Figure 3: (a) Placement of the Viabahn self expanding stent with two guidewires in distal SVG and no guide catheter. (b) Coronary angiography after placement of the stents with residual contrast entrapped in the aneurysm (arrows) in both RAO and LAO views with TIMI 3 flow in PDA.
2.3. Follow-Up

He returned in April 2008 for follow-up CT scan and coronary angiography and reported being pain free and edema had not returned. CT scan revealed that the aneurysm remained unchanged at 3.1 cm   6.9 cm (Figure 4(a)) in size. No contrast was visualized outside the lumen, and no severe lesions were seen within the covered stents (Figure 4(b)). At one year he remained asymptomatic on clinical follow-up.

Figure 4: (a) CT of the chest in April 2008 revealing aneurysm size (3.1 cm   6.9 cm) has remained unchanged. (b) Coronary angiography in April 2008 in both RAO and LAO views revealing patent stents and no evidence of leak through the covered stents into aneurysm.

3. Discussion

Coronary aneurysms are defined as a localized dilation of 1.5 times the diameter of the adjacent segment [15]. A fusiform aneurysm is twice as long as it is wide versus the saccular, which is larger in width than length. An ectatic coronary artery is defined as diffusely dilated greater than 50% of arterial diameter [15]. Etiology of aneurysms of vein grafts is not known but related to atherosclerosis, thrombosis, and systolic and diastolic bidirectional blood flow which all could create and rapidly enlarge aneurysms [6, 16]. Unfortunately, some enlarge and cause pain, rupture with possible fistula formation, myocardial ischemia or compress adjacent structures [2, 3]. This patient had both chest pain and compression of adjacent structures by CT imaging. He had no evidence for ischemia except for slow flow in the right PDA. The aneurysm was large but not considered giant as it was not greater than 4 cm in diameter [3]. The aneurysm was both saccular in appearance in the proximal-mid section and fusiform in the mid to distal section of the graft (Figure 2(a)). The SVG placed twenty years earlier had functioned well, documented by angiography four years earlier, although appearing ectatic. Surgery would have been preferred although one series reported no difference in mortality on a retrospective analysis [17]. The authors discuss a potential algorithm for management. In the setting of symptoms, low operative risk and viable myocardium endovascular repair or surgery is reasonable. In the setting of high operative risk, endovascular exclusion/coiling with or without percutaneous revascularization is reasonable. For this patient, reoperation has inherent risks; in addition, if the graft is not completely removed, a second aneurysm may arise [3].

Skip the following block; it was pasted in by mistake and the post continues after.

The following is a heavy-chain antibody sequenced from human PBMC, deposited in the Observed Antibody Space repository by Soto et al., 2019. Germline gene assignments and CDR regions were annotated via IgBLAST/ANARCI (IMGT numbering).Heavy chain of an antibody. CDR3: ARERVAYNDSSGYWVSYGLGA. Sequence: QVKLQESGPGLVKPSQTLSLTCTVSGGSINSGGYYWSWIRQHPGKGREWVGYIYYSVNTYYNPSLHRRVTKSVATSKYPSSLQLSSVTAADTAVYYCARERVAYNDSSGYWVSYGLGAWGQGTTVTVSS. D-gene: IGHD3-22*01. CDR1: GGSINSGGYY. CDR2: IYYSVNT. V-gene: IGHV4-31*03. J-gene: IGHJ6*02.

Several reports on transcatheter coil embolization have been effective for saccular aneurysms [4, 5]. An amplatzer plug has been used effectively to occlude a giant saccular SVG aneurysm [6]. Use of a covered endograft in the ascending aorta was used to occlude an SVG that had closed distal to an enlarging aneurysm [7]. A vein covered stent was successful in covering a saccular aneurysm in a saphenous vein graft [8]. Several reports with PTFE covered stents have been successful, including out to one year [913], although a large false aneurysm was unsuccessfully covered by a PTFE-coated stent [14]. A long aneurysm was ingeniously covered with self expanding Wallstent initially as a scaffold, followed by four PTFE covered stents; with the only caveat at six months there was a residual leak that required an additional PTFE covered stent [13]. We were able to cover the aneurysm with two Viabahn PET covered self expanding stents and one coronary PTFE covered stent. An important limitation of this technique is lack of a guide catheter for adequate viewing of the SVG aneurysm with contrast while placing the peripheral stents, which we believe contributed to the need for the additional coronary covered stent. In view of this limitation, we believe that this approach should not be considered routine for management of SVG aneurysms.

4. Conclusions

We report the successful coverage of this patient’s long SVG aneurysm with use of Viabahn self expanding nitinol covered stents over two wires via a 55 cm sheath. His outcome was stable by coronary angiography and CT scan at 4-month postprocedure as well as clinical follow-up after the intervention. We presume potential exists for further aneurysm formation at the proximal and distal regions of the SVG not covered by the stent. His medical therapy includes antiplatelet agents as well as plaque stability with HMG-CoA reductase inhibitors.


The authors wish to thank Dr. Steve Oncay for his help in this work.